Michael Pat Gallagher, a lead dancer for years with the glitzy Irish song-and-dance show, has settled in Scottsdale, where he's running the McElligott-Gallagher School of Irish Dance. And he occasionally drops down to Baja Arizona to coach dancers in Tucson at the
Tir Conaill Academy of Irish Dance . Caitlin Meaney, a 17-year-old Salpointe student ranked as a finalist in the Irish world championships, travels to his Scottsdale studio three times a week for lessons. (See more on Meaney below.)
But Gallagher hasn't given up his own dancing shoes, either the hard or the soft variety required by traditional Irish dance.
The touring company of Riverdance alights in Tucson for a week of concerts at the TCC Music Hall, Feb. 28 through March 5, and Gallagher will dance the Saturday afternoon show. He's hardly rusty. In the past two years, the Donegal native danced with other companies, but last fall hooked up with another Riverdance touring company in Japan and Taiwan. In December, he finished up the 11-week Asian tour.
"It will be great to have Michael Pat again," says Melissa Convery, the female lead of the company headed for Tucson. "I've known him for years, both in competition and in Riverdance."
Both Convery and Gallagher are former world champions of Irish dance, the title perched at the pinnacle of the intense competition circuit in Ireland. Most of the Riverdancers work their way up through the competitions. Convery, who hails from County Down in the North of Ireland, says she began dancing "when I turned 4. My mother had danced as a child and took me to dance class. I thank her to this day."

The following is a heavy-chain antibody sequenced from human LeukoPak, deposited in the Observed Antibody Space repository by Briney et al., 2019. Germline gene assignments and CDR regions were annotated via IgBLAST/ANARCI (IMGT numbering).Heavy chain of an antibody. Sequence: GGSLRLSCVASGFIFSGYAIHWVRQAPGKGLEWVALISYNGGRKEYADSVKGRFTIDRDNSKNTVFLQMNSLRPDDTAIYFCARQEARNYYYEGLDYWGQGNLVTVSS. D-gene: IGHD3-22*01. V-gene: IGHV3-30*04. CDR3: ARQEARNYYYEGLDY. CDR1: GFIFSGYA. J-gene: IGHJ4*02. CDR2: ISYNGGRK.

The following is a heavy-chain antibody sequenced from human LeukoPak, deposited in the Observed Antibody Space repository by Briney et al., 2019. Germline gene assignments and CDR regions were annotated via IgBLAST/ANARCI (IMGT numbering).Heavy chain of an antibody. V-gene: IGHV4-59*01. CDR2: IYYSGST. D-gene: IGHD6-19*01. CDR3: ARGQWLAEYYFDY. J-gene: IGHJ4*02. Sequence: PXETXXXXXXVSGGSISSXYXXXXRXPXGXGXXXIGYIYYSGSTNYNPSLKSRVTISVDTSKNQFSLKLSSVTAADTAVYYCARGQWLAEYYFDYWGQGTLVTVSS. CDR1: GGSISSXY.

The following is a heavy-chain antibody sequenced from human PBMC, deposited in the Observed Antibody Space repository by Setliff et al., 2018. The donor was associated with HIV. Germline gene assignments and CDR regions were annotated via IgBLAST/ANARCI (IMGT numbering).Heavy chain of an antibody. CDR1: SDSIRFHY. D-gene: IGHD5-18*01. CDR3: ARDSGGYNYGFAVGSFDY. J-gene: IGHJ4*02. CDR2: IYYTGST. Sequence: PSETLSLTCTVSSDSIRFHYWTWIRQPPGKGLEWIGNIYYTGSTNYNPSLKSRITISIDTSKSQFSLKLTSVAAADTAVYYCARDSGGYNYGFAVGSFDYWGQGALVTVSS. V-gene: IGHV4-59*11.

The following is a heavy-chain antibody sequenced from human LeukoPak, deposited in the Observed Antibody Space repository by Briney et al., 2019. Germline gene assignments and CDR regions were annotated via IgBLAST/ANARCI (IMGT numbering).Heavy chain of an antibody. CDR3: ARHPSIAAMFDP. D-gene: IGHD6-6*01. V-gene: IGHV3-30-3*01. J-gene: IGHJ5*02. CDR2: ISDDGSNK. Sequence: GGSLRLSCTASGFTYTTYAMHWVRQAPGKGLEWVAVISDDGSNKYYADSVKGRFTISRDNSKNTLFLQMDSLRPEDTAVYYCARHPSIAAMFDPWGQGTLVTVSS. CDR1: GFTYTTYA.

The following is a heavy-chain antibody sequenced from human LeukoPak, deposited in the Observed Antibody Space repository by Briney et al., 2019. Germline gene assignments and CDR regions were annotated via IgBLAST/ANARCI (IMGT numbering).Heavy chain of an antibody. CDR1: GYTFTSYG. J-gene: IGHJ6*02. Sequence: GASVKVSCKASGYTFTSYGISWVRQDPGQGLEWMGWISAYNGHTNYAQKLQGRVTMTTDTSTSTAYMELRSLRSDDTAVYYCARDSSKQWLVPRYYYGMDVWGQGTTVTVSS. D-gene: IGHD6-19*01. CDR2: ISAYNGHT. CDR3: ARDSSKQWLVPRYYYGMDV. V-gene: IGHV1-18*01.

Speaking by phone from Hollywood, where the company has just begun what promises to be a grueling four-month tour, Convery says that Riverdance is now in its 11th year. The show started in Dublin in 1995 and continues to sell out. Convery says many audience members come to see it year after year, because "they see something different every time." Besides offering up a slick version of Irish music, performed live, and dance, it also showcases parallel dance forms, including Russian, Spanish flamenco and American tap.
Riverdancers perform an adapted version of Irish step and soft-shoe dancing, which traditionally call for intricate foot movements and wild leg leaps but rigidly held arms.
"The basic steps are the same. But in Riverdance, we're a littler freer with the arms. We use the upper body a little. And because we dance in large groups, we simplify the footwork."
Such showbiz improvisations are forbidden in the dance competitions in Ireland, Convery acknowledges. But she points out another irony. The Riverdance phenomenon has triggered a renewed interest in traditional dance. "Since Riverdance, competition dancing has gone through the roof."
Convery, who has danced with the company for nine years, says she may follow Gallagher into the classroom. Now living in Dublin, she says, "I have my teacher's exams (to take), and I'll open a school."